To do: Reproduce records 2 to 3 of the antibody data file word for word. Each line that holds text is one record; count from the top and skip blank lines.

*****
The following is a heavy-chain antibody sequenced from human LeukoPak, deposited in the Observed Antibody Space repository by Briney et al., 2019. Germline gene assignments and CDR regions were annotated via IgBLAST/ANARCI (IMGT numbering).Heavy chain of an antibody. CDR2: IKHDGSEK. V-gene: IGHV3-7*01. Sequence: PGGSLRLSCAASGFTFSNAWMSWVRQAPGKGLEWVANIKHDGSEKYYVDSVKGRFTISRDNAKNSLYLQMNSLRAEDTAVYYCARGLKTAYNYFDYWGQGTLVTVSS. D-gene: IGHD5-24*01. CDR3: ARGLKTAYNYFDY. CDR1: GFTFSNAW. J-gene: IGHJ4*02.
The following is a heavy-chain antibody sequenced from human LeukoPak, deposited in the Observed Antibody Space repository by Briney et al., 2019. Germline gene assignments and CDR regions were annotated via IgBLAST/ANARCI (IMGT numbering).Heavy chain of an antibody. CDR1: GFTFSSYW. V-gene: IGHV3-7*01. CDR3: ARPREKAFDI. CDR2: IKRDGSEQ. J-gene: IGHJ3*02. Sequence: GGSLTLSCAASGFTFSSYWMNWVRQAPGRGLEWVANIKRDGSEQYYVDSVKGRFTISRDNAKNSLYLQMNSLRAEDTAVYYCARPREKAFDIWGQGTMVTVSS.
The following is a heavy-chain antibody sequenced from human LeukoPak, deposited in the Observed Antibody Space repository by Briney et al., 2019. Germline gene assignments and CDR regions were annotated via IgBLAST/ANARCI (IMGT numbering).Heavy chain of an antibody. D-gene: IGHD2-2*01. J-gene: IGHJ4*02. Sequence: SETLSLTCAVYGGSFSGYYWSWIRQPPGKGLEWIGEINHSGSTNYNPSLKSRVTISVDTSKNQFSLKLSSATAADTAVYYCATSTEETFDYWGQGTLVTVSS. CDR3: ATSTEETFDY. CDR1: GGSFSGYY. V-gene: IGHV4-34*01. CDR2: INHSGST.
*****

The following is a heavy-chain antibody sequenced from human LeukoPak, deposited in the Observed Antibody Space repository by Briney et al., 2019. Germline gene assignments and CDR regions were annotated via IgBLAST/ANARCI (IMGT numbering).Heavy chain of an antibody. CDR1: GFTFSSYW. V-gene: IGHV3-7*01. CDR3: ARPREKAFDI. CDR2: IKRDGSEQ. J-gene: IGHJ3*02. Sequence: GGSLTLSCAASGFTFSSYWMNWVRQAPGRGLEWVANIKRDGSEQYYVDSVKGRFTISRDNAKNSLYLQMNSLRAEDTAVYYCARPREKAFDIWGQGTMVTVSS.
The following is a heavy-chain antibody sequenced from human LeukoPak, deposited in the Observed Antibody Space repository by Briney et al., 2019. Germline gene assignments and CDR regions were annotated via IgBLAST/ANARCI (IMGT numbering).Heavy chain of an antibody. D-gene: IGHD2-2*01. J-gene: IGHJ4*02. Sequence: SETLSLTCAVYGGSFSGYYWSWIRQPPGKGLEWIGEINHSGSTNYNPSLKSRVTISVDTSKNQFSLKLSSATAADTAVYYCATSTEETFDYWGQGTLVTVSS. CDR3: ATSTEETFDY. CDR1: GGSFSGYY. V-gene: IGHV4-34*01. CDR2: INHSGST.